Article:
Hey there I have inherited a Gibson amp from the 70s. The size of the speaker makes me think it might be a bass amp but I am not sure.It works but when I turn it on there is a momentary very audible power surge and the lights in the room go dim for a second.Transitional cosmetic, blonde tolex and blackface circuit. Fender's top of the line piggyback amp, blackface AB763 circuit, 85 watts, 4x6L6, solid-state rectifier, 2 channels, tremolo, matching cabinet with JBL 1x15" loudspeaker, clean and original including tilt-back legs, sliding...Here we have a vintage 1966 Fender Bassman head, in good shape.If you have a killer guitar, you need a killer amp. I am partial to Fender tweeds, especially narrow panels.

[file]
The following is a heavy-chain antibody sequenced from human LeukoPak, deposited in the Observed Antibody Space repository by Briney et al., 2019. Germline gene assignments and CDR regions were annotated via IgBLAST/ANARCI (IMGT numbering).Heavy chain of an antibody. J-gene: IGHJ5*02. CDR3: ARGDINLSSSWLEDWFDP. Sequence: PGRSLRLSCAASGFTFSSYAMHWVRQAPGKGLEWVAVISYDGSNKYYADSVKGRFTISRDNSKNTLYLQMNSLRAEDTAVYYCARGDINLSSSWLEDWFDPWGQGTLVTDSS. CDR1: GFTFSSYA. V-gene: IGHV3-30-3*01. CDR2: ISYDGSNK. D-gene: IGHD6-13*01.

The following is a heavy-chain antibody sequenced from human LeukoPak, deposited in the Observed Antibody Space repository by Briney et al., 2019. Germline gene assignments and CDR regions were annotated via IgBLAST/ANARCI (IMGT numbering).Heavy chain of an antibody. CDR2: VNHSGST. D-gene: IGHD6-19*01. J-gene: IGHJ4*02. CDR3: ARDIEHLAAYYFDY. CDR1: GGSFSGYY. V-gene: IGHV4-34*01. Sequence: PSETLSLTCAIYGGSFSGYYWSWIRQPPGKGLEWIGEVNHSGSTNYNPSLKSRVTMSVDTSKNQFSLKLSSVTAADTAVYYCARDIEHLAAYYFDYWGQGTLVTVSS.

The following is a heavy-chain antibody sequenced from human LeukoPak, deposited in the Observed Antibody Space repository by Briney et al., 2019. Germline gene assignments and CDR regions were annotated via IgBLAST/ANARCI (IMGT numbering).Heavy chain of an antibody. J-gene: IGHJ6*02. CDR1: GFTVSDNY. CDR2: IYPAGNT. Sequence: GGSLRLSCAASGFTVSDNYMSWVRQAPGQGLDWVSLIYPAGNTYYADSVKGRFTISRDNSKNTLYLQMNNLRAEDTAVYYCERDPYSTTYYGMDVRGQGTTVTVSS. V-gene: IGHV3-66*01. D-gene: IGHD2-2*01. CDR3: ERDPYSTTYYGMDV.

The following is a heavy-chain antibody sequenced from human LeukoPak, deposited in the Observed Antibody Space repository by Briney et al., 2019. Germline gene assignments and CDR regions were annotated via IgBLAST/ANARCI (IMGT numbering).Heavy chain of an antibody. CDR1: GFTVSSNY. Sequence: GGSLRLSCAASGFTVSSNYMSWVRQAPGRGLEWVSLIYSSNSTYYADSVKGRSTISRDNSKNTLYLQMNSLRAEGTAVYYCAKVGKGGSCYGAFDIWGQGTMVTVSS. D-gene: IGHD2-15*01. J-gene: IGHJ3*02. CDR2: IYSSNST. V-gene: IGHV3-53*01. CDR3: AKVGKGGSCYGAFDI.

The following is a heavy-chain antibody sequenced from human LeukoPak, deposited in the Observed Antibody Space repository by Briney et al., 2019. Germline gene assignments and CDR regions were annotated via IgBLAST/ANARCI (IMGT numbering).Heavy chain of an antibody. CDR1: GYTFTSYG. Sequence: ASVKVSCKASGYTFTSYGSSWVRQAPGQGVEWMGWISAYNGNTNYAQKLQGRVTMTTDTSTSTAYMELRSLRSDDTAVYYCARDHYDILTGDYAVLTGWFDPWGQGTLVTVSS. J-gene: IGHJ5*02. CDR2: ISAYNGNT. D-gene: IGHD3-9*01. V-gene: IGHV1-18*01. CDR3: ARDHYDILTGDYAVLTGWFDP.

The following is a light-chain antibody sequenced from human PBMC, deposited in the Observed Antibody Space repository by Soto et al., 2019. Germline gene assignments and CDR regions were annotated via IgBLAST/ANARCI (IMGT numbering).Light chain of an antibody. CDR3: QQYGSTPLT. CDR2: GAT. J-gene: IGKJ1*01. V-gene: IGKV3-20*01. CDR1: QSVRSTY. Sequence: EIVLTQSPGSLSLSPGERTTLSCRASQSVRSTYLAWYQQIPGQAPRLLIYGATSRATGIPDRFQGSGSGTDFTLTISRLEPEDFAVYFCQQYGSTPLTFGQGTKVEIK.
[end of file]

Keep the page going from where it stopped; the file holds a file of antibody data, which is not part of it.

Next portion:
Serial number 3648, original Jensen P12R alnico magnet speaker, just reconed.Hi Jeff, I was just reading some of your responses about Jonny Lang’s Deluxe Reverb amps. I have a 1965 Deluxe Reverb and am trying to figure out if it has a Utah or some other kind of speaker. I also have one of the newer Fender Pro Reverb amps with an effects loop and a silverface Twin Reverb with a volume control. Steve Goldner San Diego Hi Steve, Thanks for your questions. Figuring out which manufacturer’s speaker is in your amp shouldn’t pose a problem unless it’s some aftermarket mystery speaker with no markings.I was thinking of trying a Celestion Gold 50, but I usually only play in my bedroom, and I don't want to increase the amp’s volume. Both amps produce very loud hum whether or not a guitar is plugged in. Or is there some other possible cause you can point me to? Most factory speakers in Fender amplifiers have what is known as an EIA code that specifies their manufacturer.Here we have a vintage 1962 Fender brown tolex Princeton, in very good original condition. Here we have a 1964 Fender Bandmaster head and matching 2x12" cabinet.Original transformers, original Oxford speaker dates to the 19th week of 1962. Pre-CBS, Fender Electric Instruments, about 40 watts from two 6L6s, great tremolo.